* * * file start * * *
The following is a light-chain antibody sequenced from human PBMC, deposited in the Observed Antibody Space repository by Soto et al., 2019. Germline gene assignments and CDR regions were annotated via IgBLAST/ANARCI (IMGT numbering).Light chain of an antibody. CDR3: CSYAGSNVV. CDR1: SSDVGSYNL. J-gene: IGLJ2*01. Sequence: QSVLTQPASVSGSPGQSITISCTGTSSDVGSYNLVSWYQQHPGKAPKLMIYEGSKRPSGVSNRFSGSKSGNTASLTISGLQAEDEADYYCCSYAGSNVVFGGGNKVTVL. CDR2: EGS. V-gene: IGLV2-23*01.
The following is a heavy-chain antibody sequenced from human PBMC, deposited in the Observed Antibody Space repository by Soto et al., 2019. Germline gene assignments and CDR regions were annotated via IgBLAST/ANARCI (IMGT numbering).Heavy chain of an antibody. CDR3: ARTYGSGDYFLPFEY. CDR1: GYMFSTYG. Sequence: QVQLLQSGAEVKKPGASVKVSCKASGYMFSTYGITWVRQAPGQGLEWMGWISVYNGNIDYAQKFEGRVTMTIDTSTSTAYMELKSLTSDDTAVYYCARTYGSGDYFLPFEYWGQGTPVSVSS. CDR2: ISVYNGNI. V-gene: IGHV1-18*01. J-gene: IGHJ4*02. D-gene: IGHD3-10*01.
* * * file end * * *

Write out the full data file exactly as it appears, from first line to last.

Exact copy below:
The following is a light-chain antibody sequenced from human PBMC, deposited in the Observed Antibody Space repository by Soto et al., 2019. Germline gene assignments and CDR regions were annotated via IgBLAST/ANARCI (IMGT numbering).Light chain of an antibody. CDR3: CSYAGSNVV. CDR1: SSDVGSYNL. J-gene: IGLJ2*01. Sequence: QSVLTQPASVSGSPGQSITISCTGTSSDVGSYNLVSWYQQHPGKAPKLMIYEGSKRPSGVSNRFSGSKSGNTASLTISGLQAEDEADYYCCSYAGSNVVFGGGNKVTVL. CDR2: EGS. V-gene: IGLV2-23*01.
The following is a heavy-chain antibody sequenced from human PBMC, deposited in the Observed Antibody Space repository by Soto et al., 2019. Germline gene assignments and CDR regions were annotated via IgBLAST/ANARCI (IMGT numbering).Heavy chain of an antibody. CDR3: ARTYGSGDYFLPFEY. CDR1: GYMFSTYG. Sequence: QVQLLQSGAEVKKPGASVKVSCKASGYMFSTYGITWVRQAPGQGLEWMGWISVYNGNIDYAQKFEGRVTMTIDTSTSTAYMELKSLTSDDTAVYYCARTYGSGDYFLPFEYWGQGTPVSVSS. CDR2: ISVYNGNI. V-gene: IGHV1-18*01. J-gene: IGHJ4*02. D-gene: IGHD3-10*01.